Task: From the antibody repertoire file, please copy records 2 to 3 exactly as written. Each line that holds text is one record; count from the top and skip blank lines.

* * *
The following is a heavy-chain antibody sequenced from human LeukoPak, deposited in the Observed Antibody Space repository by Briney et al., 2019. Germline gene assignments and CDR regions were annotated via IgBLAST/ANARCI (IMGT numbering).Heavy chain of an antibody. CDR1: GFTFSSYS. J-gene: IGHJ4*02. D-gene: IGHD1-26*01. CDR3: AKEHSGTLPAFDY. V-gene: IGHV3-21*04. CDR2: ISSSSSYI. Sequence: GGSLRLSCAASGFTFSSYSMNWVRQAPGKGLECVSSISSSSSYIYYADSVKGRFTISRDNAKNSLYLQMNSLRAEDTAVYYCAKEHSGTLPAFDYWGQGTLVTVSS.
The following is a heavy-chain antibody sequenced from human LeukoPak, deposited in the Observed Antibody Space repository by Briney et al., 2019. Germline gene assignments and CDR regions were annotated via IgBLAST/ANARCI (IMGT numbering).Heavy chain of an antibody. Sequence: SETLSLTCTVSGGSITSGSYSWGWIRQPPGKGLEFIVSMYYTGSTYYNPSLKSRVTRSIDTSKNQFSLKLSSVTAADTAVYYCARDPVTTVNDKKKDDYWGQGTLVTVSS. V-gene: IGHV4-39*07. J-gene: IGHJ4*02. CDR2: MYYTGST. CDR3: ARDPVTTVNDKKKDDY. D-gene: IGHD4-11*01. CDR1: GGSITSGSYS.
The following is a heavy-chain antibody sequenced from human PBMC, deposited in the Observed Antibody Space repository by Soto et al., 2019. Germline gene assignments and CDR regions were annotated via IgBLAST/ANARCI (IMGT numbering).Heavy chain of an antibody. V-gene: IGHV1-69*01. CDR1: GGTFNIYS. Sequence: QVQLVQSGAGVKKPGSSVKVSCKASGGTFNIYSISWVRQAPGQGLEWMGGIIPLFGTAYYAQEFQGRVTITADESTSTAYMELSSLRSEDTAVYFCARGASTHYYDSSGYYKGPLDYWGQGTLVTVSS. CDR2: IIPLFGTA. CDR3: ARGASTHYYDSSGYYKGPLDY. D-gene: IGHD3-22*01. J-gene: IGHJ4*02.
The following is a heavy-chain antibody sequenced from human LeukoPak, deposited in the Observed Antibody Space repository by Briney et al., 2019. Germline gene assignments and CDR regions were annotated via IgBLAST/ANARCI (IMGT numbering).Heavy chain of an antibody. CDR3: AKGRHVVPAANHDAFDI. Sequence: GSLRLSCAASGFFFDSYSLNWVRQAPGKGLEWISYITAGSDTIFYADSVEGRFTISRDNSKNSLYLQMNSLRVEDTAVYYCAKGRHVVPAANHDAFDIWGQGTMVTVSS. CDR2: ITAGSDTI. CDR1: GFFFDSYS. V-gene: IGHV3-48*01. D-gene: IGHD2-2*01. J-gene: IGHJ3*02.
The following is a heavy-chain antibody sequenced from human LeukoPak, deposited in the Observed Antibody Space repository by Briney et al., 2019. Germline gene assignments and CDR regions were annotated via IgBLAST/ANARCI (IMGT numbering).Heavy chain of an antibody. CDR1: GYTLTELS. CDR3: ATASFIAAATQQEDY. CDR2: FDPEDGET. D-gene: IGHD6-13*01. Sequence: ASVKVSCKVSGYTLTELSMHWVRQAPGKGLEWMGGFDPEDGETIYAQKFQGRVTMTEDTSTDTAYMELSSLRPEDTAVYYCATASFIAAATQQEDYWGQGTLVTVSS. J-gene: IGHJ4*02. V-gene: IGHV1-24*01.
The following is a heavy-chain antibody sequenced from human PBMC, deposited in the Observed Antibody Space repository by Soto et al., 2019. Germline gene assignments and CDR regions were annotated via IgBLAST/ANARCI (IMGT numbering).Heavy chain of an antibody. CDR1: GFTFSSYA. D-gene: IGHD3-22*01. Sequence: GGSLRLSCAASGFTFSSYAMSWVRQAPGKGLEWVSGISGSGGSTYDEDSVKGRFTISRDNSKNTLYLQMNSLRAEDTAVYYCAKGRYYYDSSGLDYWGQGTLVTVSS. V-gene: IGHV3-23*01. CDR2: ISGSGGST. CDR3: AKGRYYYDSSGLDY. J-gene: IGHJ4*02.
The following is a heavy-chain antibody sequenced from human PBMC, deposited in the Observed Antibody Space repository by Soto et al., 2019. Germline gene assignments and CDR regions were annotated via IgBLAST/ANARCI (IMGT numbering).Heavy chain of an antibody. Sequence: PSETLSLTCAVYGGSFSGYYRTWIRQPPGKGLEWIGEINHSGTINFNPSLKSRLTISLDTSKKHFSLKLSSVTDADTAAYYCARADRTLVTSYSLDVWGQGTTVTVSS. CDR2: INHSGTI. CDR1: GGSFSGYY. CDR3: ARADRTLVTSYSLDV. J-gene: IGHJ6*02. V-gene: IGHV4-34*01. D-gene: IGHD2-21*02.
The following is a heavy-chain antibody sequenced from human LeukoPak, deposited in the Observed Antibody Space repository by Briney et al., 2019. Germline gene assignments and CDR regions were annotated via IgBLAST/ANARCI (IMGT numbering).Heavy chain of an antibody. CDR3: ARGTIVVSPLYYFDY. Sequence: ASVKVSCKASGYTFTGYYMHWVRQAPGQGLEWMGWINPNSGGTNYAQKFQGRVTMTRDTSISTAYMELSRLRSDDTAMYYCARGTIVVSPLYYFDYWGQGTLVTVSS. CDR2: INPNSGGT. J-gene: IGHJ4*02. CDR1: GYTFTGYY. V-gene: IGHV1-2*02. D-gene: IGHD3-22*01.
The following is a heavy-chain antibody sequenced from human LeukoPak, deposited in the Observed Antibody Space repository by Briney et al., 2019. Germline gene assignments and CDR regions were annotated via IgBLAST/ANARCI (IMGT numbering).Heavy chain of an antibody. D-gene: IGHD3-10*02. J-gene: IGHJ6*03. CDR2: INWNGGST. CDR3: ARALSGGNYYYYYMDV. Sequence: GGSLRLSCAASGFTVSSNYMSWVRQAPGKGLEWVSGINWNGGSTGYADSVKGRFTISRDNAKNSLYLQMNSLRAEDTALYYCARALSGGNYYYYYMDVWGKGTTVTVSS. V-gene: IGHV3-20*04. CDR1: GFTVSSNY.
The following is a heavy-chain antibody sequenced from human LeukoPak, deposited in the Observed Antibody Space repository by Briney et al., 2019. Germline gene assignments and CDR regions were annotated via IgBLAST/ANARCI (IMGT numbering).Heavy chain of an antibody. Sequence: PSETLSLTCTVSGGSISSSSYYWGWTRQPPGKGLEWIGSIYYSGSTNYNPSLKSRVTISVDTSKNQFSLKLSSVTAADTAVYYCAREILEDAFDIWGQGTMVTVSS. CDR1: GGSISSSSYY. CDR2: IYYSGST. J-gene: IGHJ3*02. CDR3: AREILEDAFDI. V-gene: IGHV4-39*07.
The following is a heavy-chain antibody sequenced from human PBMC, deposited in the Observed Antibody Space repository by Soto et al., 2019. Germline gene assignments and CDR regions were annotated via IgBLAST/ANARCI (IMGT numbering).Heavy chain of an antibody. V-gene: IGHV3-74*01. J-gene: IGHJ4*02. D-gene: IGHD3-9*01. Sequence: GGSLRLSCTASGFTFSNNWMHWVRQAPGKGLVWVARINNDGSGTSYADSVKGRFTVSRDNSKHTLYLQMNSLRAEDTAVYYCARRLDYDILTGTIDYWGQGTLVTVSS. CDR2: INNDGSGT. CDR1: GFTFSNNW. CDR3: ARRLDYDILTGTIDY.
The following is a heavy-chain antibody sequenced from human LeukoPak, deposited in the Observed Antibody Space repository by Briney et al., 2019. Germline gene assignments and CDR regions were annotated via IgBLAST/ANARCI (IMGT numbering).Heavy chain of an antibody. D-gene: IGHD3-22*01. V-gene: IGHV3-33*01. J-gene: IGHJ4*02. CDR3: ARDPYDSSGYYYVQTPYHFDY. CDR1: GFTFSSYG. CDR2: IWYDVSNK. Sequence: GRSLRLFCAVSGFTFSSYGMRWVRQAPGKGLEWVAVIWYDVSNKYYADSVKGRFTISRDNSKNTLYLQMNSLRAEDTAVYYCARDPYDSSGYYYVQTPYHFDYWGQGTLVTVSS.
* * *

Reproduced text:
The following is a heavy-chain antibody sequenced from human LeukoPak, deposited in the Observed Antibody Space repository by Briney et al., 2019. Germline gene assignments and CDR regions were annotated via IgBLAST/ANARCI (IMGT numbering).Heavy chain of an antibody. Sequence: SETLSLTCTVSGGSITSGSYSWGWIRQPPGKGLEFIVSMYYTGSTYYNPSLKSRVTRSIDTSKNQFSLKLSSVTAADTAVYYCARDPVTTVNDKKKDDYWGQGTLVTVSS. V-gene: IGHV4-39*07. J-gene: IGHJ4*02. CDR2: MYYTGST. CDR3: ARDPVTTVNDKKKDDY. D-gene: IGHD4-11*01. CDR1: GGSITSGSYS.
The following is a heavy-chain antibody sequenced from human PBMC, deposited in the Observed Antibody Space repository by Soto et al., 2019. Germline gene assignments and CDR regions were annotated via IgBLAST/ANARCI (IMGT numbering).Heavy chain of an antibody. V-gene: IGHV1-69*01. CDR1: GGTFNIYS. Sequence: QVQLVQSGAGVKKPGSSVKVSCKASGGTFNIYSISWVRQAPGQGLEWMGGIIPLFGTAYYAQEFQGRVTITADESTSTAYMELSSLRSEDTAVYFCARGASTHYYDSSGYYKGPLDYWGQGTLVTVSS. CDR2: IIPLFGTA. CDR3: ARGASTHYYDSSGYYKGPLDY. D-gene: IGHD3-22*01. J-gene: IGHJ4*02.